As a profit sharing partner he had a right each year, under the partnership agreement, to buy a small fraction of the then retiring senior partner's interest in the firm using a pre arranged formula based on average firm profits and a fixed multiplier. (As did his more senior partners as he ranked initially fifth)
This was a five partner firm and over the intervening years my father purchased those fractional shares (64ths I think) he was entitled to from the original senior partner and then others who over the years departed and offered up their interests, so that by 1974 he was the senior partner owning the largest stake of the then three partners firm (two junior to him had come in over the years)
The structure of the partnership agreement, with this mechanism , remained pretty much constant over the years from the 1950s until the firm eventually split in 1982 ,and always seemed to me to be a reasonably clever way of enticing ambitious prospective partners who did not come from a particularly wealthy background.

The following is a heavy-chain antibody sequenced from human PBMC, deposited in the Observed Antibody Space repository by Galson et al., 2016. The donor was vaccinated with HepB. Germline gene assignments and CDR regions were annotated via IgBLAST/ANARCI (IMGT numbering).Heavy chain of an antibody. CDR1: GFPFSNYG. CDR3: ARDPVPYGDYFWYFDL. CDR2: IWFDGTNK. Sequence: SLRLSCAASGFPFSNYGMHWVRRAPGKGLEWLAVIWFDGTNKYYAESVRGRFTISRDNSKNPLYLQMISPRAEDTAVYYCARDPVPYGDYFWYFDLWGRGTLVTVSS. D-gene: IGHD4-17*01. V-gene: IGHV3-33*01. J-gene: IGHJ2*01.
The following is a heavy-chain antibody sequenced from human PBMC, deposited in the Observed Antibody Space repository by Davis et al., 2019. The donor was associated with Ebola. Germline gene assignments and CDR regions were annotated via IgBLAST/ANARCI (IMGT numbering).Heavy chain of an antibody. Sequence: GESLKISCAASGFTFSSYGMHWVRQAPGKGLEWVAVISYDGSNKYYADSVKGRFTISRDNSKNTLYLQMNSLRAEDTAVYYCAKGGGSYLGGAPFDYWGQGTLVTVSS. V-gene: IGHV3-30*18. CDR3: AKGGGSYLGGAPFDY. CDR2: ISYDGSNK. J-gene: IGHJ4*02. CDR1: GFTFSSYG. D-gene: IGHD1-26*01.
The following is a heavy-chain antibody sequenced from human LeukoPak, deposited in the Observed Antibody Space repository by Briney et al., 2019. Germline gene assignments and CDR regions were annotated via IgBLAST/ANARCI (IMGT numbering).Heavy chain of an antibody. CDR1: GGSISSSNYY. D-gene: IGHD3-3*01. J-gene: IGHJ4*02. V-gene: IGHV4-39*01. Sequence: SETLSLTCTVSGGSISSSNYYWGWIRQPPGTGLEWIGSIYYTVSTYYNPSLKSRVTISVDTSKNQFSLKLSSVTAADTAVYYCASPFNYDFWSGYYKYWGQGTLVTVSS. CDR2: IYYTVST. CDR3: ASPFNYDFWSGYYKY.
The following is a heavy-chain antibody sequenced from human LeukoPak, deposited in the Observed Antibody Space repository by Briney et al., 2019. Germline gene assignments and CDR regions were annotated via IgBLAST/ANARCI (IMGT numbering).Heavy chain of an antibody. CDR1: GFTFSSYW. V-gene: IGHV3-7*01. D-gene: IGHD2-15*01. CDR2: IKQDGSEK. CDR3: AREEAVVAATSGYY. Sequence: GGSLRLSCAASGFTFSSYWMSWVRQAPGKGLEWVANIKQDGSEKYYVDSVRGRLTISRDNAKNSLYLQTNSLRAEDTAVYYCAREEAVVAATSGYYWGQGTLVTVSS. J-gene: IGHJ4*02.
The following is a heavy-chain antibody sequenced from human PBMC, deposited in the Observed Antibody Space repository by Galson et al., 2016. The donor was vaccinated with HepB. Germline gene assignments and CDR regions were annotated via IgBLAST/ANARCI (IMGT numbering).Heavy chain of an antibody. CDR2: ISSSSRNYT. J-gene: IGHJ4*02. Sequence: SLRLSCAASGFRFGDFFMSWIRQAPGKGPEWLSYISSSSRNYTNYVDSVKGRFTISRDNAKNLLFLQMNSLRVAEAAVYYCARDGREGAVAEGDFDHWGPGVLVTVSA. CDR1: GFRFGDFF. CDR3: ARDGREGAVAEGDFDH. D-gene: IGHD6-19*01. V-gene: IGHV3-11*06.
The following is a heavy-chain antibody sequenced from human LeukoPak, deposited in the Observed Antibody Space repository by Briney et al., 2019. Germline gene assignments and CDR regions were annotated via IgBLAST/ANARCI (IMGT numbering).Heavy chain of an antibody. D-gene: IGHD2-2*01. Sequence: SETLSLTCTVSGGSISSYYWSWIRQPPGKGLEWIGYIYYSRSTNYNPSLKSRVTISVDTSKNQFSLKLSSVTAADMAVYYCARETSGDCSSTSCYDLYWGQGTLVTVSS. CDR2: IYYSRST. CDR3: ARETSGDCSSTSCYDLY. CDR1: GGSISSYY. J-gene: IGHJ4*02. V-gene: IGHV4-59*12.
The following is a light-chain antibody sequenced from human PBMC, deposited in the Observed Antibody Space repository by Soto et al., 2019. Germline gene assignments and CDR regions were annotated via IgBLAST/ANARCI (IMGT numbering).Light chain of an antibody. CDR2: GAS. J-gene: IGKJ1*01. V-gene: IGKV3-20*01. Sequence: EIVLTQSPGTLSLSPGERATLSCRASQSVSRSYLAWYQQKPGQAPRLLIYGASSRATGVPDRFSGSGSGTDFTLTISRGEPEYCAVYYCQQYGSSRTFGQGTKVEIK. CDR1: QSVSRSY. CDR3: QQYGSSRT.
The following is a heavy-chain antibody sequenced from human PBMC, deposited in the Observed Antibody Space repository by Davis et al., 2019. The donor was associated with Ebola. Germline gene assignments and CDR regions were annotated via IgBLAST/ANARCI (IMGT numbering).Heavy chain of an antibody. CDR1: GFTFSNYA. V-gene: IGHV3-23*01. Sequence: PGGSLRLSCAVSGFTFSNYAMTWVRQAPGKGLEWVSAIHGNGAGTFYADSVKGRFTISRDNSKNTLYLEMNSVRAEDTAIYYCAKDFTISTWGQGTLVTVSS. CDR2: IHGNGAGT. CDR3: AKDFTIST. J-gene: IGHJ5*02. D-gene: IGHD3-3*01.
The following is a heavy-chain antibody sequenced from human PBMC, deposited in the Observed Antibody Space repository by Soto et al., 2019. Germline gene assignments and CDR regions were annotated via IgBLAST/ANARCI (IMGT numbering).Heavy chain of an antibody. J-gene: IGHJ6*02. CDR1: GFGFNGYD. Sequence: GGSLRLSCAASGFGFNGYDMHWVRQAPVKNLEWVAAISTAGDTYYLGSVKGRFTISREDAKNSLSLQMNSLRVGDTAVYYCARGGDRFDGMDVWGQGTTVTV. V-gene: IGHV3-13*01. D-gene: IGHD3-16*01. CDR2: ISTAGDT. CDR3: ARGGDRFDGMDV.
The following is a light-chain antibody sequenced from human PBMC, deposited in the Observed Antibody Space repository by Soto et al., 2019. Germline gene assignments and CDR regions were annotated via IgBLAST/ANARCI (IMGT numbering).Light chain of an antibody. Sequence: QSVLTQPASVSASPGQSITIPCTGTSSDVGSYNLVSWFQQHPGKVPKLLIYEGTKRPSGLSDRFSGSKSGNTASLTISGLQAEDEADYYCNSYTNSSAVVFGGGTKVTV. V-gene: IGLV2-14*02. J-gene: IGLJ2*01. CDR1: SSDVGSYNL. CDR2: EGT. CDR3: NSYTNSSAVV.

In the long term the talented will leave and the calibre of staff retained will diminish, if they want to keep good staff they need to treat them decently.
At the end of the day they will hopefully regret how they operate as eventually it is likely to come back and bite them.
In my younger days I worked daft numbers of unpaid hours but it was never forced upon us, we did it because, in the round t,he firm were decent employers and there was a quid pro quo if say my kids got measles and I had to take time off at short notice. (My wife at the time was a stockmarket analyst and her employers were far less forgiving re her calling in to say she needed a day off re similar so I did a fair bit of emergency child cover)